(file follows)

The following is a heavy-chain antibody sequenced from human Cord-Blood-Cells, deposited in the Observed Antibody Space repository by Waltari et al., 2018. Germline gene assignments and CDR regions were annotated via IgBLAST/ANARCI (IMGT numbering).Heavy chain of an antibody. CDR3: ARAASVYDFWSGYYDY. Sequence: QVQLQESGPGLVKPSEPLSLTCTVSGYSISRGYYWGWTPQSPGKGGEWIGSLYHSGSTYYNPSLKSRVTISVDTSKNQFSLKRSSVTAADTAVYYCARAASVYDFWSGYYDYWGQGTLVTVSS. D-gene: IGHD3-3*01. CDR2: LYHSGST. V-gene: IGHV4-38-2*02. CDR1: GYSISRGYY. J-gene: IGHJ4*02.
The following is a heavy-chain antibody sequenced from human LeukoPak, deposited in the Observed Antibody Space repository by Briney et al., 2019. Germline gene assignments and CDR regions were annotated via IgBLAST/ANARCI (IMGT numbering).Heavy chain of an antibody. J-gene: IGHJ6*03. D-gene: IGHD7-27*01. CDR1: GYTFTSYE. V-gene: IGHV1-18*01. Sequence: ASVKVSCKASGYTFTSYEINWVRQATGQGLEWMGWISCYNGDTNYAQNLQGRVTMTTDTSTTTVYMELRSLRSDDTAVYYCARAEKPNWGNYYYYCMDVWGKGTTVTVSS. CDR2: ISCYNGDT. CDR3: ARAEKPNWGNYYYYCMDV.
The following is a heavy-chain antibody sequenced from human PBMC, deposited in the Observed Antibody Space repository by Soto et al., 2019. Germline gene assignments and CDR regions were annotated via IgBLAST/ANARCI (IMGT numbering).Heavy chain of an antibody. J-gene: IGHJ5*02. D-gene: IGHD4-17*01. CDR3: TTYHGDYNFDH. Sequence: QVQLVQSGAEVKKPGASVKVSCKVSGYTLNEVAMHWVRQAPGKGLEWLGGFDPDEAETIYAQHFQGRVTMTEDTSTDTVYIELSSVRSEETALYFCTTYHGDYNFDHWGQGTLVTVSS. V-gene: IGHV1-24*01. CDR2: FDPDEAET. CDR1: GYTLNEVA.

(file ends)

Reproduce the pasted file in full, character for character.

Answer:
The following is a heavy-chain antibody sequenced from human Cord-Blood-Cells, deposited in the Observed Antibody Space repository by Waltari et al., 2018. Germline gene assignments and CDR regions were annotated via IgBLAST/ANARCI (IMGT numbering).Heavy chain of an antibody. CDR3: ARAASVYDFWSGYYDY. Sequence: QVQLQESGPGLVKPSEPLSLTCTVSGYSISRGYYWGWTPQSPGKGGEWIGSLYHSGSTYYNPSLKSRVTISVDTSKNQFSLKRSSVTAADTAVYYCARAASVYDFWSGYYDYWGQGTLVTVSS. D-gene: IGHD3-3*01. CDR2: LYHSGST. V-gene: IGHV4-38-2*02. CDR1: GYSISRGYY. J-gene: IGHJ4*02.
The following is a heavy-chain antibody sequenced from human LeukoPak, deposited in the Observed Antibody Space repository by Briney et al., 2019. Germline gene assignments and CDR regions were annotated via IgBLAST/ANARCI (IMGT numbering).Heavy chain of an antibody. J-gene: IGHJ6*03. D-gene: IGHD7-27*01. CDR1: GYTFTSYE. V-gene: IGHV1-18*01. Sequence: ASVKVSCKASGYTFTSYEINWVRQATGQGLEWMGWISCYNGDTNYAQNLQGRVTMTTDTSTTTVYMELRSLRSDDTAVYYCARAEKPNWGNYYYYCMDVWGKGTTVTVSS. CDR2: ISCYNGDT. CDR3: ARAEKPNWGNYYYYCMDV.
The following is a heavy-chain antibody sequenced from human PBMC, deposited in the Observed Antibody Space repository by Soto et al., 2019. Germline gene assignments and CDR regions were annotated via IgBLAST/ANARCI (IMGT numbering).Heavy chain of an antibody. J-gene: IGHJ5*02. D-gene: IGHD4-17*01. CDR3: TTYHGDYNFDH. Sequence: QVQLVQSGAEVKKPGASVKVSCKVSGYTLNEVAMHWVRQAPGKGLEWLGGFDPDEAETIYAQHFQGRVTMTEDTSTDTVYIELSSVRSEETALYFCTTYHGDYNFDHWGQGTLVTVSS. V-gene: IGHV1-24*01. CDR2: FDPDEAET. CDR1: GYTLNEVA.